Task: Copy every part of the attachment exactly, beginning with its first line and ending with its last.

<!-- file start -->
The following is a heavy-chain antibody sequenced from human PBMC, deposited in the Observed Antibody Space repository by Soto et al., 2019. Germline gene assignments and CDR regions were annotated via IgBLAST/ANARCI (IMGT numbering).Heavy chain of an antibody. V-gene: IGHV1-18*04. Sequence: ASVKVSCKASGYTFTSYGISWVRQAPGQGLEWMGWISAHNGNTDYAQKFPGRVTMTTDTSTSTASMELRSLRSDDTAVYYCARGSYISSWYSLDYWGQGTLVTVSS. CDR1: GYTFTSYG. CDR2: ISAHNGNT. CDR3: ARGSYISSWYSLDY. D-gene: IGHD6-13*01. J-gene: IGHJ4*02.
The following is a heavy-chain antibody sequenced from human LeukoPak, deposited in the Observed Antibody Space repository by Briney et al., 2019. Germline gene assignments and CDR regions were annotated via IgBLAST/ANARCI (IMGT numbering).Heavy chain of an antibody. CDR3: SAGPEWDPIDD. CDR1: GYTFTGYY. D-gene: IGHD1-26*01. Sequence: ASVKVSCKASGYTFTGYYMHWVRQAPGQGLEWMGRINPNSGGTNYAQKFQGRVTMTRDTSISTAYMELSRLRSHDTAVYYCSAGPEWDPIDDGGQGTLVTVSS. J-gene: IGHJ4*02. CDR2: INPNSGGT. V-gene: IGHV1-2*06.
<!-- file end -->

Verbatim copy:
The following is a heavy-chain antibody sequenced from human PBMC, deposited in the Observed Antibody Space repository by Soto et al., 2019. Germline gene assignments and CDR regions were annotated via IgBLAST/ANARCI (IMGT numbering).Heavy chain of an antibody. V-gene: IGHV1-18*04. Sequence: ASVKVSCKASGYTFTSYGISWVRQAPGQGLEWMGWISAHNGNTDYAQKFPGRVTMTTDTSTSTASMELRSLRSDDTAVYYCARGSYISSWYSLDYWGQGTLVTVSS. CDR1: GYTFTSYG. CDR2: ISAHNGNT. CDR3: ARGSYISSWYSLDY. D-gene: IGHD6-13*01. J-gene: IGHJ4*02.
The following is a heavy-chain antibody sequenced from human LeukoPak, deposited in the Observed Antibody Space repository by Briney et al., 2019. Germline gene assignments and CDR regions were annotated via IgBLAST/ANARCI (IMGT numbering).Heavy chain of an antibody. CDR3: SAGPEWDPIDD. CDR1: GYTFTGYY. D-gene: IGHD1-26*01. Sequence: ASVKVSCKASGYTFTGYYMHWVRQAPGQGLEWMGRINPNSGGTNYAQKFQGRVTMTRDTSISTAYMELSRLRSHDTAVYYCSAGPEWDPIDDGGQGTLVTVSS. J-gene: IGHJ4*02. CDR2: INPNSGGT. V-gene: IGHV1-2*06.